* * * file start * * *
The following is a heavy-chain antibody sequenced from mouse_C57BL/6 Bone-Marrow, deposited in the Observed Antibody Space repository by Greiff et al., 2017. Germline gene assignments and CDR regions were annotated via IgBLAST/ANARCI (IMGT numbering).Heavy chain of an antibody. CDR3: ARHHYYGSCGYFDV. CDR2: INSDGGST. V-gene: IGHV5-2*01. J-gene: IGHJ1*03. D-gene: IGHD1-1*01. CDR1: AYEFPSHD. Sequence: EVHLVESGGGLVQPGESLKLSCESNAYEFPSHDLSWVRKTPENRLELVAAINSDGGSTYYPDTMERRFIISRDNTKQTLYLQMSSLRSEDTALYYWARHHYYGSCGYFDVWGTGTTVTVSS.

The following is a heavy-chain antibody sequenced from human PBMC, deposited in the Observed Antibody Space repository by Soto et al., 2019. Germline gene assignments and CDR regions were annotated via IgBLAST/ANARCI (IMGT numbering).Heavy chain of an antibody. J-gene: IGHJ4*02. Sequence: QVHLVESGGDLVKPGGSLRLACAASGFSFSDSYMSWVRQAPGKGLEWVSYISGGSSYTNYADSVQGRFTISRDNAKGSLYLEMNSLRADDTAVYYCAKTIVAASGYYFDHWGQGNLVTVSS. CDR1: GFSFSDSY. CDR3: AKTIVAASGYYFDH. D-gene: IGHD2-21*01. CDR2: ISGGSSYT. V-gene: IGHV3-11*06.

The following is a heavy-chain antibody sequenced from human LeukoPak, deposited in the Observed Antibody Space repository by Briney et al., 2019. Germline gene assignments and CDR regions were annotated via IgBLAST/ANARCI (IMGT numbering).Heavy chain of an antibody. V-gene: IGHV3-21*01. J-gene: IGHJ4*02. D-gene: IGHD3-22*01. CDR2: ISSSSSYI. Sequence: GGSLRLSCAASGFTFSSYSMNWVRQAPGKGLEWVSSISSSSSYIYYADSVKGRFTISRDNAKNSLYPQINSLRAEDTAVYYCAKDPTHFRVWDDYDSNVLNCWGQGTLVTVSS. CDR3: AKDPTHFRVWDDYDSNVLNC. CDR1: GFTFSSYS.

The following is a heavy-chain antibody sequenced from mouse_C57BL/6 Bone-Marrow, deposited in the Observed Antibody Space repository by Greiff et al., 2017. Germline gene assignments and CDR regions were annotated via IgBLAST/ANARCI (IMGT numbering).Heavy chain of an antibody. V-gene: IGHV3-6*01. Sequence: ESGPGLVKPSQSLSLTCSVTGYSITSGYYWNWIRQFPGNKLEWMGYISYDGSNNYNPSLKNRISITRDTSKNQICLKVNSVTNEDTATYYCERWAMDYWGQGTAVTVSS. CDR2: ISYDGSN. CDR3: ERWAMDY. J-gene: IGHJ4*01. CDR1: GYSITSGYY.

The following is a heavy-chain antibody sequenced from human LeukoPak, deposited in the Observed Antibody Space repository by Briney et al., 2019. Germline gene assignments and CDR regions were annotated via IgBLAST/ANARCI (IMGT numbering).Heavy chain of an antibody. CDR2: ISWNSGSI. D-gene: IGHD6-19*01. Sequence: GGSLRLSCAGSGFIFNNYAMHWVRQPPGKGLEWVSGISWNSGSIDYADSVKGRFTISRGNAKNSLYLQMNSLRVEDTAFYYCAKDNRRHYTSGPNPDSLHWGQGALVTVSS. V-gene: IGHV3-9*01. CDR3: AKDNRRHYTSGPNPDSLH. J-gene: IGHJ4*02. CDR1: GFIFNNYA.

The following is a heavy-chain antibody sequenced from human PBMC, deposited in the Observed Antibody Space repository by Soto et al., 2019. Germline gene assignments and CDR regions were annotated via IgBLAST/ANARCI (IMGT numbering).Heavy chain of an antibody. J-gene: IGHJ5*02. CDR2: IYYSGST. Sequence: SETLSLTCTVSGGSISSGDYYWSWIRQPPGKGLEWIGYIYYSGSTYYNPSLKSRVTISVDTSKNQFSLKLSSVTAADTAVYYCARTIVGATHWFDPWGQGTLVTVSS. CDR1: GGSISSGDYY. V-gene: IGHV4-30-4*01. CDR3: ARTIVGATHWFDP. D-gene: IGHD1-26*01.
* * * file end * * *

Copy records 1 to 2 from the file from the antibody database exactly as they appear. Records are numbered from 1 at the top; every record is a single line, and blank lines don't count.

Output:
The following is a heavy-chain antibody sequenced from mouse_C57BL/6 Bone-Marrow, deposited in the Observed Antibody Space repository by Greiff et al., 2017. Germline gene assignments and CDR regions were annotated via IgBLAST/ANARCI (IMGT numbering).Heavy chain of an antibody. CDR3: ARHHYYGSCGYFDV. CDR2: INSDGGST. V-gene: IGHV5-2*01. J-gene: IGHJ1*03. D-gene: IGHD1-1*01. CDR1: AYEFPSHD. Sequence: EVHLVESGGGLVQPGESLKLSCESNAYEFPSHDLSWVRKTPENRLELVAAINSDGGSTYYPDTMERRFIISRDNTKQTLYLQMSSLRSEDTALYYWARHHYYGSCGYFDVWGTGTTVTVSS.

The following is a heavy-chain antibody sequenced from human PBMC, deposited in the Observed Antibody Space repository by Soto et al., 2019. Germline gene assignments and CDR regions were annotated via IgBLAST/ANARCI (IMGT numbering).Heavy chain of an antibody. J-gene: IGHJ4*02. Sequence: QVHLVESGGDLVKPGGSLRLACAASGFSFSDSYMSWVRQAPGKGLEWVSYISGGSSYTNYADSVQGRFTISRDNAKGSLYLEMNSLRADDTAVYYCAKTIVAASGYYFDHWGQGNLVTVSS. CDR1: GFSFSDSY. CDR3: AKTIVAASGYYFDH. D-gene: IGHD2-21*01. CDR2: ISGGSSYT. V-gene: IGHV3-11*06.